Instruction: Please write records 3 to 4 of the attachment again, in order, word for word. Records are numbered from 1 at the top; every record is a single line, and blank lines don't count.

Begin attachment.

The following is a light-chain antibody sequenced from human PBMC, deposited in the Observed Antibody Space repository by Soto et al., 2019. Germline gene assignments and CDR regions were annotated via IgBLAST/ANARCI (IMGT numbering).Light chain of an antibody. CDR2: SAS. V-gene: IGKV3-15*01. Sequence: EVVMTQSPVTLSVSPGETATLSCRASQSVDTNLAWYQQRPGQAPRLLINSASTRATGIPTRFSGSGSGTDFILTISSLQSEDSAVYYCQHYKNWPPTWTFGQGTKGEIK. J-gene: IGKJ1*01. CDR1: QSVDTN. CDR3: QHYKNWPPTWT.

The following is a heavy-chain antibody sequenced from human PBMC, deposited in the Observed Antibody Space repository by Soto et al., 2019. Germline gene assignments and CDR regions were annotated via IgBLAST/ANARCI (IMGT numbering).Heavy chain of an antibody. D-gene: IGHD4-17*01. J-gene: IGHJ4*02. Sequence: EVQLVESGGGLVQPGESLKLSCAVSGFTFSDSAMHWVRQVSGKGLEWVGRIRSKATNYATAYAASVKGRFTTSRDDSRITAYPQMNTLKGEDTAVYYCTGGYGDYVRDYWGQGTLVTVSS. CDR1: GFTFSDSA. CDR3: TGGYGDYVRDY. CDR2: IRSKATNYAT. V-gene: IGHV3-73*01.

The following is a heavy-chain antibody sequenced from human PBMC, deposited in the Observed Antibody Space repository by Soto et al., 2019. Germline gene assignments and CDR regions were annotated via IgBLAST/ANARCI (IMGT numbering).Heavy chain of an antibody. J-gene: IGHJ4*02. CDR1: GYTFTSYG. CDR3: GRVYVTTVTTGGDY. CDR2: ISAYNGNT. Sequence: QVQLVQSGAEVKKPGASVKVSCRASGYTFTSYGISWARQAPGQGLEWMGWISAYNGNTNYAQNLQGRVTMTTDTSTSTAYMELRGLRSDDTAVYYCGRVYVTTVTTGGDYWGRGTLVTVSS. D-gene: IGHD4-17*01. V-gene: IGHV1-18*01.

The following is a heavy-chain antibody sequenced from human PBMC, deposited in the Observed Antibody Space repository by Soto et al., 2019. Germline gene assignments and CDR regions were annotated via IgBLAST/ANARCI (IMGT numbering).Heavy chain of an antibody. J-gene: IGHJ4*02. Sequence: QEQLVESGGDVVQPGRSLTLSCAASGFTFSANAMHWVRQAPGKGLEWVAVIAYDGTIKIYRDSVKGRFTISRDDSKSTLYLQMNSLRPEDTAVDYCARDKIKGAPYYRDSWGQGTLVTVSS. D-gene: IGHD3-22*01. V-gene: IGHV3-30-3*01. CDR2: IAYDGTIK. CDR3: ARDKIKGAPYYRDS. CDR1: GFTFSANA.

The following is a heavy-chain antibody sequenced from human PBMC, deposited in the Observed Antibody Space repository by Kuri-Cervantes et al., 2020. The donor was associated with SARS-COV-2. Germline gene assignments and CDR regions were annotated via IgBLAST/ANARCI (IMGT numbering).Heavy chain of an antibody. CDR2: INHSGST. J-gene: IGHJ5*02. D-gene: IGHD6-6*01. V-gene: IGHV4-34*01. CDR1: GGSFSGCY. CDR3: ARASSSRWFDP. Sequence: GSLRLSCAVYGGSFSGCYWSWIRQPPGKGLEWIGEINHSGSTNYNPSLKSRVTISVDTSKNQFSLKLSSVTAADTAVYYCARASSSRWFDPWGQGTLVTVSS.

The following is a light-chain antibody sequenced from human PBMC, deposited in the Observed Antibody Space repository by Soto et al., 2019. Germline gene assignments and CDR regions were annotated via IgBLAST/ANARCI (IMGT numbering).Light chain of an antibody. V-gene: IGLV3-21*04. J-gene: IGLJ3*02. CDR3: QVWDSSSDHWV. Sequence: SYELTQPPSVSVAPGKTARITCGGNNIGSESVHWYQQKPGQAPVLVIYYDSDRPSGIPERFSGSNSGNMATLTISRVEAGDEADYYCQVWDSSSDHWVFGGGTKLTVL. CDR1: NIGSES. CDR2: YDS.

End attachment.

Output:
The following is a heavy-chain antibody sequenced from human PBMC, deposited in the Observed Antibody Space repository by Soto et al., 2019. Germline gene assignments and CDR regions were annotated via IgBLAST/ANARCI (IMGT numbering).Heavy chain of an antibody. J-gene: IGHJ4*02. CDR1: GYTFTSYG. CDR3: GRVYVTTVTTGGDY. CDR2: ISAYNGNT. Sequence: QVQLVQSGAEVKKPGASVKVSCRASGYTFTSYGISWARQAPGQGLEWMGWISAYNGNTNYAQNLQGRVTMTTDTSTSTAYMELRGLRSDDTAVYYCGRVYVTTVTTGGDYWGRGTLVTVSS. D-gene: IGHD4-17*01. V-gene: IGHV1-18*01.

The following is a heavy-chain antibody sequenced from human PBMC, deposited in the Observed Antibody Space repository by Soto et al., 2019. Germline gene assignments and CDR regions were annotated via IgBLAST/ANARCI (IMGT numbering).Heavy chain of an antibody. J-gene: IGHJ4*02. Sequence: QEQLVESGGDVVQPGRSLTLSCAASGFTFSANAMHWVRQAPGKGLEWVAVIAYDGTIKIYRDSVKGRFTISRDDSKSTLYLQMNSLRPEDTAVDYCARDKIKGAPYYRDSWGQGTLVTVSS. D-gene: IGHD3-22*01. V-gene: IGHV3-30-3*01. CDR2: IAYDGTIK. CDR3: ARDKIKGAPYYRDS. CDR1: GFTFSANA.